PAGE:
Sunday Songs to Spark the Spirit and Summon the Moves of the Dance

If you’re hatin’ on the latest music phenom known as Billie Eilish because you think her fame is a result of entitlement and nepotism in the entertainment industry — Seriously, who had ever heard of the uniquely-styled seventeen-year-old’s low-level acting parents or whatever their L.A. entertainment gigs are before she and her brother became famous? And I’m still not even sure what her brother became famous for. — like so many are, then I sure hope you’re voting in the 2020 presidential election because we have President The Donald’s highly entitled child and child-in-law prancing all around our pretty but petulant planet behaving as presidential advisors and high-level diplomats who…

Hold on.

Deep breath…

Let’s get back to music before it gets all politically ugly up in here.

Anyway, I first heard of the young singing phenom known as Billie Eilish from Mr. David Grohl of all people when he shared an instagram post several months back claiming something to the effect of how, after repeatedly hearing how awesome Billie is from his pre-teen daughter, he found out first hand just how awesome she is after taking said pre-teen daughter to one of said singing phenom’s concerts.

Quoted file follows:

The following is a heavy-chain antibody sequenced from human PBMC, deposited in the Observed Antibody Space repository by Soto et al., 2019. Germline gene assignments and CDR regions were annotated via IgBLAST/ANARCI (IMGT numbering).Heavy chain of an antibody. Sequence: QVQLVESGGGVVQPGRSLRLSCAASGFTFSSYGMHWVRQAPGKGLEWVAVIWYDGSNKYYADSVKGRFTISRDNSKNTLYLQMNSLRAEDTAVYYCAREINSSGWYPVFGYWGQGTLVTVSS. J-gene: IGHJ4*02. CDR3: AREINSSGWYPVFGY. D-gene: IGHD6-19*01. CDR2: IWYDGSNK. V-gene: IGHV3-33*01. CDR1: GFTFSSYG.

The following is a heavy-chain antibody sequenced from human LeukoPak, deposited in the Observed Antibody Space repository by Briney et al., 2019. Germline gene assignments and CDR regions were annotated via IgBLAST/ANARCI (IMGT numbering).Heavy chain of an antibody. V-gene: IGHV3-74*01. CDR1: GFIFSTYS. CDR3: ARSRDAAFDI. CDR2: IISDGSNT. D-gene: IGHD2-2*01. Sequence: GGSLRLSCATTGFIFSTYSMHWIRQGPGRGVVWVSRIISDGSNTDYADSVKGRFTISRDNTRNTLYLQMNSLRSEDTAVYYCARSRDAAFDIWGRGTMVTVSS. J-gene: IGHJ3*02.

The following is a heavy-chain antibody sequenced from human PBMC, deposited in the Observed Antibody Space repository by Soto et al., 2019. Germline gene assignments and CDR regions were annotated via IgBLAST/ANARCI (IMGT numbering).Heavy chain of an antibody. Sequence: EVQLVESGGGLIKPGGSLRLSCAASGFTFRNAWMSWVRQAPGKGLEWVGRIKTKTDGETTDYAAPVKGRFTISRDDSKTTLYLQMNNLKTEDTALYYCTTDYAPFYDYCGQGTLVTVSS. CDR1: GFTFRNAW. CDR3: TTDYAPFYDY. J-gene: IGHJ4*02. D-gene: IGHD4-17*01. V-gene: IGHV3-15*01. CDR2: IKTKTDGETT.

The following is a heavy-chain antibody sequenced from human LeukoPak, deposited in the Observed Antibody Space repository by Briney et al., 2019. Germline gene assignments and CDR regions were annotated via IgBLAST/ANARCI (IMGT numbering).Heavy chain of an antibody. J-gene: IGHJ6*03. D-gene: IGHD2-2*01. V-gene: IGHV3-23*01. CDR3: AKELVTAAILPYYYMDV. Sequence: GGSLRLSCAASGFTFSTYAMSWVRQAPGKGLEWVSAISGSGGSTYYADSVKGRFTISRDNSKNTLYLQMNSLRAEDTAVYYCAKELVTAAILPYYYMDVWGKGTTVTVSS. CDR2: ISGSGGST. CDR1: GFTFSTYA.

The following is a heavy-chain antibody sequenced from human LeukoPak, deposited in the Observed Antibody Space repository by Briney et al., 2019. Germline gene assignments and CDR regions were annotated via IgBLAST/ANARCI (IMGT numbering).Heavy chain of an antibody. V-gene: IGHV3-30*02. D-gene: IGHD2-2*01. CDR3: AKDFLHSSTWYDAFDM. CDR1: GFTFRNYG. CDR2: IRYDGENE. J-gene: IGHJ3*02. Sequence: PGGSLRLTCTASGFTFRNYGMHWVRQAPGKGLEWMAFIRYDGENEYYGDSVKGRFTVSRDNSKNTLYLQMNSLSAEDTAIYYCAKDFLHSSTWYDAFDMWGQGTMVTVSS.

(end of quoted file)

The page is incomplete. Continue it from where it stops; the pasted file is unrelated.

If anyone knows me they know how big of a man crush I have on Mr. David Grohl so if he says Billie Eilish is a Rock Star then by gawd Billie Eilish is a mfin’ Rock Star.

Case closed.


Featured image of what looks to be a young Ivanka Trump dancing while sitting on her father The Donald’s lap — notice I specifically did not call it a lap dance — courtesy of

16 Replies to “Sunday Songs to Spark the Spirit and Summon the Moves of the Dance”

  1. I am so out of touch with the world that I’d only ever heard her name mentioned on NPR. (Let that sink in…) So I didn’t know how to spell it. Thanks for giving me the excuse (and the spelling) to look up some of her videos. Really compelling voice and love the videos, although jeesh, that’s some dark stuff.